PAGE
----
Ageing populations also mean an increase in the number of elderly individuals localized to congregate care settings like nursing homes. Well-planned evacuation procedures are needed to ensure the safety of these individuals. Special considerations for disaster planning that this population requires include more complicated evacuation resources, such as ambulances and medically equipped buses, as well as quick access to hospitals and medical supplies. Relocating during an emergency situation can be stressful, which often leads to higher mortality rates among fragile populations. Even smooth evacuations can increase the potential for early death among the elderly. Recent reports from Japan and Texas indicate that even those individuals who were successfully evacuated from disaster-affected nursing homes are dying earlier than expected.

Nevertheless, like all other vulnerable populations, the elderly also offer valuable capacities in disaster situations. Individuals who have retired from the workforce often spend more of their time volunteering. Disaster volunteers represent a crucial link between informal community resources and established government response organizations. As government social services continue to be transferred to non-governmental entities like faith-based organizations, volunteers have increasingly assumed a greater responsibility to help meet the needs of disaster survivors. Disaster volunteering can require traveling to another location for long periods of time. For some organizations, volunteers are more likely to be older because of the often significant time and resources required to travel to a disaster site. In other situations, volunteers for nongovernmental organizations may be drawn to disaster volunteering in cases where their community has been directly affected by disaster. My own recent research has indicated that elderly volunteers are crucial to long-term disaster recovery work through local community agencies, especially in rural communities. In a rural county in Texas, which has a population of around 50,000 people, individuals over the age of 55 comprised fully two-thirds of citizens involved in long-term recovery efforts. These individuals were almost exclusively volunteers or employees of local or regional nonprofit organizations, who had donated their extra personal and professional time to the recovery project.

In order to respond to these multivalent factors, emergency managers and government planners should focus on understanding the demographics of the elderly populations within individual communities to increase awareness of these populations' differential needs and capacities. These needs manifest in four crucial areas that demand greater planning and collaborative infrastructure. First, ageing populations will require earlier warning systems so that they have the time to take protective actions. These warning systems must be accessible to individuals with declining physical capacity, hearing, and vision. Talking with elder groups and groups that work with individuals with disabilities will help emergency managers plan for and accommodate these needs.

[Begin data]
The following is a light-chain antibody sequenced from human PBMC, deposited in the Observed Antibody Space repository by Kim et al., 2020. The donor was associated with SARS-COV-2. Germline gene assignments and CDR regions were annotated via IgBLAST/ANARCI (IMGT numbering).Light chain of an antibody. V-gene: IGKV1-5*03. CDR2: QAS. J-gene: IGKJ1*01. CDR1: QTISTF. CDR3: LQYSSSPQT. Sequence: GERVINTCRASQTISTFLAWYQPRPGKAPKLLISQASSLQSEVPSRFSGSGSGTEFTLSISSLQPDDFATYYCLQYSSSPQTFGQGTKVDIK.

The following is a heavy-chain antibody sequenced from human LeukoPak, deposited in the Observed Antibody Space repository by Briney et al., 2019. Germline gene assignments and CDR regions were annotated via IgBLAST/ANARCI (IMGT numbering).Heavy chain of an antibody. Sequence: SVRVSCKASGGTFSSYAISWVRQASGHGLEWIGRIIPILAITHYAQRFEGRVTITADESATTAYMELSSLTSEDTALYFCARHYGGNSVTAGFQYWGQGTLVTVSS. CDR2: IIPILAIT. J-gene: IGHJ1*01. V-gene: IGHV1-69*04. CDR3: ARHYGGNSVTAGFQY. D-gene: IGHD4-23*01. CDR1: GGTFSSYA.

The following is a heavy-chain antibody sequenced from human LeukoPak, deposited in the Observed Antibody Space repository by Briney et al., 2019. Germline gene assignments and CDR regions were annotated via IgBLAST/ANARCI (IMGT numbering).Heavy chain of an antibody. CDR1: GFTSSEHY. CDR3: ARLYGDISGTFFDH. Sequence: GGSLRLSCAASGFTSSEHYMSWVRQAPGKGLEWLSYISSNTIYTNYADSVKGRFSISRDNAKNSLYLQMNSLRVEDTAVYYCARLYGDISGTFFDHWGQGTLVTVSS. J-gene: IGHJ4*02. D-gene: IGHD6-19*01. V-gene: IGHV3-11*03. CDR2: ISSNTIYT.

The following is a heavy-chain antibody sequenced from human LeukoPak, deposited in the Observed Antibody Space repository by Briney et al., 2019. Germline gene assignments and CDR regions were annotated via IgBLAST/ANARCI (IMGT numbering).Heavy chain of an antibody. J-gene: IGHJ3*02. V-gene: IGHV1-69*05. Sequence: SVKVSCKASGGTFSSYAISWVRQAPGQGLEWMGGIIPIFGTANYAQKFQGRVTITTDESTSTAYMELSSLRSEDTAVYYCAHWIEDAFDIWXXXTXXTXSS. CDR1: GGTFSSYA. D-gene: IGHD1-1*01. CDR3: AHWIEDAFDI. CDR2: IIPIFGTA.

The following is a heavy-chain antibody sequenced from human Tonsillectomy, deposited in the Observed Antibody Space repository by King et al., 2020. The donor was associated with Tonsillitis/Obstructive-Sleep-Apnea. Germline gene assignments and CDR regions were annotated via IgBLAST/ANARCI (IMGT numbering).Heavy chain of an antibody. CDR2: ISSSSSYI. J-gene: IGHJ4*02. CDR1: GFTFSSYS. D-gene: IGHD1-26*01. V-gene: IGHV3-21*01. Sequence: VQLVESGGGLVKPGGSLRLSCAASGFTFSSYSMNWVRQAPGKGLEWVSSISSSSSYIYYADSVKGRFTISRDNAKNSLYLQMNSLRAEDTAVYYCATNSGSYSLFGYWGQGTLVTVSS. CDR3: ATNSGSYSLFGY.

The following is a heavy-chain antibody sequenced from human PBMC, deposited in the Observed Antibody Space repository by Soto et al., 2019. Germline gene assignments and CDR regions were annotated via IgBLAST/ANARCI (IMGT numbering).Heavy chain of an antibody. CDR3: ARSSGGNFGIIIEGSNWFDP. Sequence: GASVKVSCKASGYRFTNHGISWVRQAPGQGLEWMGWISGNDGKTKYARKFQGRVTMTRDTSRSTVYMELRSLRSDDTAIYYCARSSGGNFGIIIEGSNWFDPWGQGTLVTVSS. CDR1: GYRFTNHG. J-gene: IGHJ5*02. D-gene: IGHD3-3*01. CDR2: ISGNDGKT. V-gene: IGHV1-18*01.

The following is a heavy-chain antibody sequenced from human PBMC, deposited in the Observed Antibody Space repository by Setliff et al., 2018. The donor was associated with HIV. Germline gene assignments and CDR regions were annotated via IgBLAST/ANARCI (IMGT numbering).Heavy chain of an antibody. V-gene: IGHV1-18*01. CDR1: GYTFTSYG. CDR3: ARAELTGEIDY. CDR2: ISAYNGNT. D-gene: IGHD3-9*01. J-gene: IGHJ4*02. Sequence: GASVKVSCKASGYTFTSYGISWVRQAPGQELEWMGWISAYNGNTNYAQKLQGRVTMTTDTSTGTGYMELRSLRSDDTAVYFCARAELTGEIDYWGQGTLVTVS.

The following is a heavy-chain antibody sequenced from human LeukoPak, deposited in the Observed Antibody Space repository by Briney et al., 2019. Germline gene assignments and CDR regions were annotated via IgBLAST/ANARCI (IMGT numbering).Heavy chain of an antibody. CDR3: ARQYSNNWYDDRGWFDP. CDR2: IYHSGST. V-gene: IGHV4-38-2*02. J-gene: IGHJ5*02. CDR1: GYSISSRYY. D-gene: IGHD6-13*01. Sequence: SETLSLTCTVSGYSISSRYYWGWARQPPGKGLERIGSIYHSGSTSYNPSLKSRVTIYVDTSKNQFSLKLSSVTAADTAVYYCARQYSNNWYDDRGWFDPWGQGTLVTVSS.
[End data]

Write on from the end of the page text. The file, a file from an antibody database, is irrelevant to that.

Second, ageing populations—both those who live independently and those who live in nursing homes—require greater evacuation assistance. Emergency planners should incorporate contracts with transportation providers for specialized vehicles necessary to transport medically fragile individuals, as well as those with disabilities. Congregate care facilities should also contract with transportation providers and other facilities outside of their service area that could permanently house residents if the care facility is destroyed or rendered inoperable in a disaster. The fewer times elderly individuals are moved during an evacuation, the greater their likelihood of surviving without suffering potentially life-threatening levels of stress. Once again, regular and formal communication between emergency management and local elderly groups and congregate care facilities will improve planning.

Third, disaster preparedness and education programs must focus on families. Younger and older generations should be encouraged to discuss evacuation and housing plans with both nearby and geographically distant family members. Furthermore, financial planning for disaster situations should incorporate extended family into the discussion.

Finally, emergency management agencies and volunteer organizations should discuss ways to use the capacities and skills of elderly populations to support recovery and resilience efforts. Community elders have knowledge, time, and resources to assist community organizations with becoming more disaster resilient. They can also step into leadership roles when disaster strikes. Communication between this vulnerable population and disaster management will only improve the capacity of disaster management agencies to meet the needs and use the skills of this growing demographic.